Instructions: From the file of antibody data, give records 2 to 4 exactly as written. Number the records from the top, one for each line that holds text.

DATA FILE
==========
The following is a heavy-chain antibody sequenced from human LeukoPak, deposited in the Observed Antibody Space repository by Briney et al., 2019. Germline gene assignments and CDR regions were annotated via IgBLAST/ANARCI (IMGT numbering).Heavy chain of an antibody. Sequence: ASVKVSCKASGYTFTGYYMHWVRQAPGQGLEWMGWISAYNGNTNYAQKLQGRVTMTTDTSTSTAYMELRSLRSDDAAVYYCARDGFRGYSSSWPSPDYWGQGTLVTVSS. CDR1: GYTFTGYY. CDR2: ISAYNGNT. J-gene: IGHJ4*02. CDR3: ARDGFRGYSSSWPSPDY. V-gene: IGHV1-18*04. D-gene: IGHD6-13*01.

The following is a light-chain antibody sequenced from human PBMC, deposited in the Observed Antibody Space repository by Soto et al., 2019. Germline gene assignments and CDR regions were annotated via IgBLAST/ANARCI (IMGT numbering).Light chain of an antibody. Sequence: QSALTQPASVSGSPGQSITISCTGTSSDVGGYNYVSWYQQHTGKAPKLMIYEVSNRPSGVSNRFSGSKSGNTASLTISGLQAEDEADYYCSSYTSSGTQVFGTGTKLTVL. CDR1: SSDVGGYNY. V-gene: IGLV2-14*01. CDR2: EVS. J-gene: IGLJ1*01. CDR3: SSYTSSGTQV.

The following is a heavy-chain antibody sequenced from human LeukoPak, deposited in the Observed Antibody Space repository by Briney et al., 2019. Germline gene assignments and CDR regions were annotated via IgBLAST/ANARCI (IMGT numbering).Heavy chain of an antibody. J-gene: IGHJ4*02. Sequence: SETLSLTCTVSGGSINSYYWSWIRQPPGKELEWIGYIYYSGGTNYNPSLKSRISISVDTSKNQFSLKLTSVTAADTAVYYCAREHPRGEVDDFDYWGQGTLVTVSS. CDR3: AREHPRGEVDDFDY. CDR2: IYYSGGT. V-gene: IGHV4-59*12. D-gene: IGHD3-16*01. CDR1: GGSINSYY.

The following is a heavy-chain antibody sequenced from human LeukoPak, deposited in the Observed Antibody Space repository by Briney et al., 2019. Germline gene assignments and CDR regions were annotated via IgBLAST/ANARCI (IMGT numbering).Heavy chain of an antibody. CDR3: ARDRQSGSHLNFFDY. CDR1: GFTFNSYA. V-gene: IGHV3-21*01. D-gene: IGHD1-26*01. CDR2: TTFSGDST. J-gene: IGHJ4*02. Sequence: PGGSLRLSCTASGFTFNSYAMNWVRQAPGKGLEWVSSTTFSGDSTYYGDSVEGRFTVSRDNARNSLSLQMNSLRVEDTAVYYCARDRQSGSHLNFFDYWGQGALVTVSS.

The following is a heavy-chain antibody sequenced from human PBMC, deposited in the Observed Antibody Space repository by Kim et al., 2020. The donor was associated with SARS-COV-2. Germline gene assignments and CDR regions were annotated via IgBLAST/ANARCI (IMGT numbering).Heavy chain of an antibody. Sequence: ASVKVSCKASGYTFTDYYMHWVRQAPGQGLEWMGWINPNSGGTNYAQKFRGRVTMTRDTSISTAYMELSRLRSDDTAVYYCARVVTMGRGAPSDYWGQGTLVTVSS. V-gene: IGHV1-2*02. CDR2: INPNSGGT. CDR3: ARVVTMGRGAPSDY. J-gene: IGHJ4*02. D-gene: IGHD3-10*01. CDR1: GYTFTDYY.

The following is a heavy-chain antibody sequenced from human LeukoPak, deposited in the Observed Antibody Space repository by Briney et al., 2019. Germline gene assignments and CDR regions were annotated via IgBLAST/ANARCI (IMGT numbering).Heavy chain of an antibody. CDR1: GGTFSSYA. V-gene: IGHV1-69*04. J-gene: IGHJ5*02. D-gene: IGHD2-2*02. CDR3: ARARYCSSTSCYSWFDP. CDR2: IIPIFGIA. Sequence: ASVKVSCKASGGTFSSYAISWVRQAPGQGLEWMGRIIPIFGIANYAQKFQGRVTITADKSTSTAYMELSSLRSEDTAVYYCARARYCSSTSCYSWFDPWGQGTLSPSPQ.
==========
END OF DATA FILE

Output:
The following is a light-chain antibody sequenced from human PBMC, deposited in the Observed Antibody Space repository by Soto et al., 2019. Germline gene assignments and CDR regions were annotated via IgBLAST/ANARCI (IMGT numbering).Light chain of an antibody. Sequence: QSALTQPASVSGSPGQSITISCTGTSSDVGGYNYVSWYQQHTGKAPKLMIYEVSNRPSGVSNRFSGSKSGNTASLTISGLQAEDEADYYCSSYTSSGTQVFGTGTKLTVL. CDR1: SSDVGGYNY. V-gene: IGLV2-14*01. CDR2: EVS. J-gene: IGLJ1*01. CDR3: SSYTSSGTQV.

The following is a heavy-chain antibody sequenced from human LeukoPak, deposited in the Observed Antibody Space repository by Briney et al., 2019. Germline gene assignments and CDR regions were annotated via IgBLAST/ANARCI (IMGT numbering).Heavy chain of an antibody. J-gene: IGHJ4*02. Sequence: SETLSLTCTVSGGSINSYYWSWIRQPPGKELEWIGYIYYSGGTNYNPSLKSRISISVDTSKNQFSLKLTSVTAADTAVYYCAREHPRGEVDDFDYWGQGTLVTVSS. CDR3: AREHPRGEVDDFDY. CDR2: IYYSGGT. V-gene: IGHV4-59*12. D-gene: IGHD3-16*01. CDR1: GGSINSYY.

The following is a heavy-chain antibody sequenced from human LeukoPak, deposited in the Observed Antibody Space repository by Briney et al., 2019. Germline gene assignments and CDR regions were annotated via IgBLAST/ANARCI (IMGT numbering).Heavy chain of an antibody. CDR3: ARDRQSGSHLNFFDY. CDR1: GFTFNSYA. V-gene: IGHV3-21*01. D-gene: IGHD1-26*01. CDR2: TTFSGDST. J-gene: IGHJ4*02. Sequence: PGGSLRLSCTASGFTFNSYAMNWVRQAPGKGLEWVSSTTFSGDSTYYGDSVEGRFTVSRDNARNSLSLQMNSLRVEDTAVYYCARDRQSGSHLNFFDYWGQGALVTVSS.